Date of Award


Degree Type


Degree Name

Doctor of Philosophy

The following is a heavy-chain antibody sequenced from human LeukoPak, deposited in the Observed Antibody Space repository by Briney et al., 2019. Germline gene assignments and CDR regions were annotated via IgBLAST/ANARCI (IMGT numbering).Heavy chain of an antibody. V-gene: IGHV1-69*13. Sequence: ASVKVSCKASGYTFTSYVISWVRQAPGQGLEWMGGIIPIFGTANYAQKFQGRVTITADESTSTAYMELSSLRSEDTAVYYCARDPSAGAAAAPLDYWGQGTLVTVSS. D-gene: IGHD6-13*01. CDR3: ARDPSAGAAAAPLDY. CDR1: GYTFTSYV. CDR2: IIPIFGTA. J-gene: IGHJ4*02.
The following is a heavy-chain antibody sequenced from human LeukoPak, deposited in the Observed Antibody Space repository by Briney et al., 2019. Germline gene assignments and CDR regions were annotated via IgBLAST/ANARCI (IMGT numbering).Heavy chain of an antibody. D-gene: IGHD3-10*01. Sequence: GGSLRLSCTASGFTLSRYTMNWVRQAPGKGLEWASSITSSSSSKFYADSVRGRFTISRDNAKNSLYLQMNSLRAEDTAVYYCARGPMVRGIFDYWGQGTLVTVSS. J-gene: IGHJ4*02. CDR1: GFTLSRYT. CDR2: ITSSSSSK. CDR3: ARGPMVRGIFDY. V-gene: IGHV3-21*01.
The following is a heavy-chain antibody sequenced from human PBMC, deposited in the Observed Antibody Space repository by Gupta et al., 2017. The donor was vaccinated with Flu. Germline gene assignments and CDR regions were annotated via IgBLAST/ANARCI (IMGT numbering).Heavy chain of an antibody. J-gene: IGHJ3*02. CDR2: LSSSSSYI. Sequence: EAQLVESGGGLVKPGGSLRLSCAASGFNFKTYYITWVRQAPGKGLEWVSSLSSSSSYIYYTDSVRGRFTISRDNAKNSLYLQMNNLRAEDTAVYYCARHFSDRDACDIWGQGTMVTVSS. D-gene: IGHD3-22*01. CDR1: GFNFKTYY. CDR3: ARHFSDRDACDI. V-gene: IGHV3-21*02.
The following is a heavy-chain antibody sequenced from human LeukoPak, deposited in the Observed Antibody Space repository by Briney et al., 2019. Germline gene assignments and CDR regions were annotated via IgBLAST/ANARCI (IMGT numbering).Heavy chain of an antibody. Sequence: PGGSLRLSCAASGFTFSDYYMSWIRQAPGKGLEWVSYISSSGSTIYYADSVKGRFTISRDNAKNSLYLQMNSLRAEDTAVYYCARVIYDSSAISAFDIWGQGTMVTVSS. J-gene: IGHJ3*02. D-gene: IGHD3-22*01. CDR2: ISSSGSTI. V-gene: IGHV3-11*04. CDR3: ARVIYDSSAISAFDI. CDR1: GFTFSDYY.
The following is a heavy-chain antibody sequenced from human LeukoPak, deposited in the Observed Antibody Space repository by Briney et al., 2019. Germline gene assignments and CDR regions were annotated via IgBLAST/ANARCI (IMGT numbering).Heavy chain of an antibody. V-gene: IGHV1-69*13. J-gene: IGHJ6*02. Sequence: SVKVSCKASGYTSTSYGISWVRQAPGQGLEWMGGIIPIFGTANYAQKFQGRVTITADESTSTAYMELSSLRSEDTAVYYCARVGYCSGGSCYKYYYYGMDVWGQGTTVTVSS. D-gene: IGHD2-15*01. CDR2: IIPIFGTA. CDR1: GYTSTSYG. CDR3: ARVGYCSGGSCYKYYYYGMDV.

The theory, design, and construction of an optically pumped far infrared laser is described. The pump source consists of a carbon-dioxide waveguide laser which injects several watts of 10 (mu)m wavelength radiation into a metallic waveguide FIR resonator containing a molecule active in the far infrared. The frequency of the pump laser is monitored using a heterodyne technique and can be stabilized on the peak of the optoacoustic absorption signal of the FIR active medium. System operation is verified for known FIR stimulated emissions of optically pumped methyl alcohol. The wide tuning range of the CO(,2) waveguide pump laser allows excitation of CH(,3)OH pump absorption lines located within (+OR-)115 MHz from the CO(,2) emission line center.;The waveguide pump laser is constructed from four identical beryllium oxide waveguide sections connected in series. The modular concept permits the assembly of waveguide lasers with resonator lengths appropriate for specific laser applications. A high voltage trigger pulser is used to initiate the separate discharges. Successful implementation of an optovoltaic probe for frequency stabilization is demonstrated. Waveguide Brewster's window extensions, a variable output coupling waveguide etalon, and a two element external cavity reflector were developed to enhance laser performance.;The pump radiation is conducted into the FIR cavity using an alumina waveguide through a hole in the end mirror with very low power loss and minimal beam divergence. Output FIR radiation was detected using a pyroelectric detector contained within the cavity chamber. The compact detector unit includes an integral optical chopper and quartz lens.;Output power vs gain length data from the modular CO(,2) waveguide laser permitted the calculation of small signal gain and saturation intensity for various laser gas mixtures. The results so obtained extend the known values of these parameters to higher operating pressures and larger helium fractions. Saturation intensity was found to be dependent upon the fraction of CO(,2) in the gas mixture. The discharge current for optimal power output increased with laser gain.;The optically pumped FIR laser system can be used to investigate lasing for unstudied molecules and pump off-set frequencies or as a source of stable coherent FIR radiation suitable for spectroscopic applications.



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